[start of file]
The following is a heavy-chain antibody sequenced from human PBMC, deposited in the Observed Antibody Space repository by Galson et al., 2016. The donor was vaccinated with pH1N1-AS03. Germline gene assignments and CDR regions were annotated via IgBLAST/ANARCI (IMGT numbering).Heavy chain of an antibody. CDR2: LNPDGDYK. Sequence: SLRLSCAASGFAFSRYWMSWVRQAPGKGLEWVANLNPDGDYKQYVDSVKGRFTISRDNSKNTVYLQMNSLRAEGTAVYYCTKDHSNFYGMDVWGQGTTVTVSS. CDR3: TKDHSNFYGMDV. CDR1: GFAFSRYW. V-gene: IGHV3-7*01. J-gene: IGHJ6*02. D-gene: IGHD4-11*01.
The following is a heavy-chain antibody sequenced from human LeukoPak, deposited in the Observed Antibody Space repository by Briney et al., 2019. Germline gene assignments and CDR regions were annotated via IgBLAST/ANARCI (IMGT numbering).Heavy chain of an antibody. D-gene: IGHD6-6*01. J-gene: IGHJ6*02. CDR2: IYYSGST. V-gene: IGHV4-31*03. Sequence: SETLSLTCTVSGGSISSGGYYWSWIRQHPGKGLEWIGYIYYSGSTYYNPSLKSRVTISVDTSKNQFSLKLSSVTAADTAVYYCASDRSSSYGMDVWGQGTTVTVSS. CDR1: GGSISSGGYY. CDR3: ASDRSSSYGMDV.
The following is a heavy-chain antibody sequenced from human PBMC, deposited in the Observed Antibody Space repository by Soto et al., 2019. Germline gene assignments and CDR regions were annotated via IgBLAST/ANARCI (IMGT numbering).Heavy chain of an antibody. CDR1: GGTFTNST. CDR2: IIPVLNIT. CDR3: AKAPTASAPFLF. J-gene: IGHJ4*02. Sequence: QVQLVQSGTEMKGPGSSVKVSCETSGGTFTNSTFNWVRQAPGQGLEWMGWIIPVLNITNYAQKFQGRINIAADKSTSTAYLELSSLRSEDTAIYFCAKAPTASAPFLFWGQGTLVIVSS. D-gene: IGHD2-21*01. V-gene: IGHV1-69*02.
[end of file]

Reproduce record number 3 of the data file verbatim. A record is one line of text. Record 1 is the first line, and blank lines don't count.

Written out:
The following is a heavy-chain antibody sequenced from human PBMC, deposited in the Observed Antibody Space repository by Soto et al., 2019. Germline gene assignments and CDR regions were annotated via IgBLAST/ANARCI (IMGT numbering).Heavy chain of an antibody. CDR1: GGTFTNST. CDR2: IIPVLNIT. CDR3: AKAPTASAPFLF. J-gene: IGHJ4*02. Sequence: QVQLVQSGTEMKGPGSSVKVSCETSGGTFTNSTFNWVRQAPGQGLEWMGWIIPVLNITNYAQKFQGRINIAADKSTSTAYLELSSLRSEDTAIYFCAKAPTASAPFLFWGQGTLVIVSS. D-gene: IGHD2-21*01. V-gene: IGHV1-69*02.